Democrats plot strategies for midterms
BY LINDELL JOHN KAY
Thursday, October 11, 2018
TARBORO — National, state and local Democrats met to strategize about the upcoming midterm elections on Wednesday in Tarboro.
U.S. Rep. G.K. Butterfield, D-1st District; state Rep. Shelly Willingham, D-Edgecombe; and Edgecombe County Sheriff Clee Atkinson spoke to a small crowd in the auditorium of the county administration building.
Doug Wilson, the party's deputy executive director, opened the meeting by telling Democrats that the news media may believe Democrats are down and out after Judge Brett Kavanaugh was appointed to the U.S. Supreme Court, but the Democratic base has been energized ever since Donald Trump was elected president in 2016.
State Democratic Party Chairman Wayne Goodwin said to be successful in the midterms, the party will have to rely on its women members.
"I know we always say this is the most important election of our lifetime," Goodwin said. "We mean it this time."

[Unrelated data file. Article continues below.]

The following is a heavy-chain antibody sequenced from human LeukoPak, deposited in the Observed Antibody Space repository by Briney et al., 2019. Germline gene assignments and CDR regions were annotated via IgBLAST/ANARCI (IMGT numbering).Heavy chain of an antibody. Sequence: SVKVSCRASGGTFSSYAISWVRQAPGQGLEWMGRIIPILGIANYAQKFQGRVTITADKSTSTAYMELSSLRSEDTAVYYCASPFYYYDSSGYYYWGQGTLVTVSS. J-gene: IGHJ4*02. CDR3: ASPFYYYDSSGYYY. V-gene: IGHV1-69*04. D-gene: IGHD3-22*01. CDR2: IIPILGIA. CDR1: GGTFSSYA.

Several North Carolina election races were very close in 2016, but low voter turnout benefits Republicans, he said.
"The more people who vote, the more people who support opportunity and hope," Goodwin said.
He said Democrats need to skip over hot-button issues meant to divide and talk to people about their pocketbooks.
"People are concerned about how to pay their children's college, retirement and education," Goodwin said.
Butterfield agreed the midterms are all-important.
"Blue wave is propaganda — the election will be that close," Butterfield said holding up his fingers nearly pinched together to illistrate.
Butterfield said Democrats need to make sure people vote by finding voters who vote only in presidential elections.
"We've lost any future with Supreme Court with Kavanaugh being appointed," Butterfield said. "But we still have a chance for state high court."
Atkinson said he will continue the fight against guns on the streets and the opioid epidemic.
"We are trying to get a school resource officer in every school in Edgecombe County," Atkinson said. "That is not a political stunt."
Willingham said it's important state Democrats gain enough seats in the state House and Senate so they can break the super majority Republicans have in the General Assembly.
"Right now, they can pass anything they want and the governor can veto it — then they just override it," he said.